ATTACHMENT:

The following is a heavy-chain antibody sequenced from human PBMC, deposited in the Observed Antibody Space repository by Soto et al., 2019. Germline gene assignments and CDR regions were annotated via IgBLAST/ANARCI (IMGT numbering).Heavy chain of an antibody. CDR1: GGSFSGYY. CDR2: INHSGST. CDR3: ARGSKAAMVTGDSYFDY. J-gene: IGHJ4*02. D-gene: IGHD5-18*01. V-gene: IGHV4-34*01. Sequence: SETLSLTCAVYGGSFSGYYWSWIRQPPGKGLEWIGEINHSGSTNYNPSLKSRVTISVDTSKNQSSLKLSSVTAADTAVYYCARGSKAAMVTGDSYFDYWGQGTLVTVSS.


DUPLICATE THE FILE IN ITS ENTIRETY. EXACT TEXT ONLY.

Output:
The following is a heavy-chain antibody sequenced from human PBMC, deposited in the Observed Antibody Space repository by Soto et al., 2019. Germline gene assignments and CDR regions were annotated via IgBLAST/ANARCI (IMGT numbering).Heavy chain of an antibody. CDR1: GGSFSGYY. CDR2: INHSGST. CDR3: ARGSKAAMVTGDSYFDY. J-gene: IGHJ4*02. D-gene: IGHD5-18*01. V-gene: IGHV4-34*01. Sequence: SETLSLTCAVYGGSFSGYYWSWIRQPPGKGLEWIGEINHSGSTNYNPSLKSRVTISVDTSKNQSSLKLSSVTAADTAVYYCARGSKAAMVTGDSYFDYWGQGTLVTVSS.